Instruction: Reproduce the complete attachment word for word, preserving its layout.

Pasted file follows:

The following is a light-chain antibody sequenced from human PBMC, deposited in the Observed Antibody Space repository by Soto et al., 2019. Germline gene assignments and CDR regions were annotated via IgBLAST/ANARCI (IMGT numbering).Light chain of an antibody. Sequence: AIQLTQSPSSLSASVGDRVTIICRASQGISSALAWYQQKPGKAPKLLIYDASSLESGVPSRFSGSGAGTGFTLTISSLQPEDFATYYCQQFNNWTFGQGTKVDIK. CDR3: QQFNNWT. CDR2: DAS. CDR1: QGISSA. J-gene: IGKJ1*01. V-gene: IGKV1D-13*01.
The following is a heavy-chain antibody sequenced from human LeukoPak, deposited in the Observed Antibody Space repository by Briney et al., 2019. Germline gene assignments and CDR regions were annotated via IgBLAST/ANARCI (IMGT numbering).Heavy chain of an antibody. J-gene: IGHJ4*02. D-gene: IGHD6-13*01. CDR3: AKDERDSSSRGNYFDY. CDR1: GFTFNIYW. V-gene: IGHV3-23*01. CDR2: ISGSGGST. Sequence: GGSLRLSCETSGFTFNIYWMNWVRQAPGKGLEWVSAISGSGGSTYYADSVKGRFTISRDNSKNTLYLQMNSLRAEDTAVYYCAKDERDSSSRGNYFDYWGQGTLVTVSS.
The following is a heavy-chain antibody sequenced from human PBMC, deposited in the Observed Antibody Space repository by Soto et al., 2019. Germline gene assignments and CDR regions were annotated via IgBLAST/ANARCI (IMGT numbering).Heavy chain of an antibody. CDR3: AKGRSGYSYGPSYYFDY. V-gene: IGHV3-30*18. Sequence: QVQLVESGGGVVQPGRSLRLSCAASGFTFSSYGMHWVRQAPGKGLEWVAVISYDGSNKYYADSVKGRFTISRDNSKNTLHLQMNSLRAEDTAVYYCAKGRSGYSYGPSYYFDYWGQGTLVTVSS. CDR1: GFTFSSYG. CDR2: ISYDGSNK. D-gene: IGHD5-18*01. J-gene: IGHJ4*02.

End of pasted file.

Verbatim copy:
The following is a light-chain antibody sequenced from human PBMC, deposited in the Observed Antibody Space repository by Soto et al., 2019. Germline gene assignments and CDR regions were annotated via IgBLAST/ANARCI (IMGT numbering).Light chain of an antibody. Sequence: AIQLTQSPSSLSASVGDRVTIICRASQGISSALAWYQQKPGKAPKLLIYDASSLESGVPSRFSGSGAGTGFTLTISSLQPEDFATYYCQQFNNWTFGQGTKVDIK. CDR3: QQFNNWT. CDR2: DAS. CDR1: QGISSA. J-gene: IGKJ1*01. V-gene: IGKV1D-13*01.
The following is a heavy-chain antibody sequenced from human LeukoPak, deposited in the Observed Antibody Space repository by Briney et al., 2019. Germline gene assignments and CDR regions were annotated via IgBLAST/ANARCI (IMGT numbering).Heavy chain of an antibody. J-gene: IGHJ4*02. D-gene: IGHD6-13*01. CDR3: AKDERDSSSRGNYFDY. CDR1: GFTFNIYW. V-gene: IGHV3-23*01. CDR2: ISGSGGST. Sequence: GGSLRLSCETSGFTFNIYWMNWVRQAPGKGLEWVSAISGSGGSTYYADSVKGRFTISRDNSKNTLYLQMNSLRAEDTAVYYCAKDERDSSSRGNYFDYWGQGTLVTVSS.
The following is a heavy-chain antibody sequenced from human PBMC, deposited in the Observed Antibody Space repository by Soto et al., 2019. Germline gene assignments and CDR regions were annotated via IgBLAST/ANARCI (IMGT numbering).Heavy chain of an antibody. CDR3: AKGRSGYSYGPSYYFDY. V-gene: IGHV3-30*18. Sequence: QVQLVESGGGVVQPGRSLRLSCAASGFTFSSYGMHWVRQAPGKGLEWVAVISYDGSNKYYADSVKGRFTISRDNSKNTLHLQMNSLRAEDTAVYYCAKGRSGYSYGPSYYFDYWGQGTLVTVSS. CDR1: GFTFSSYG. CDR2: ISYDGSNK. D-gene: IGHD5-18*01. J-gene: IGHJ4*02.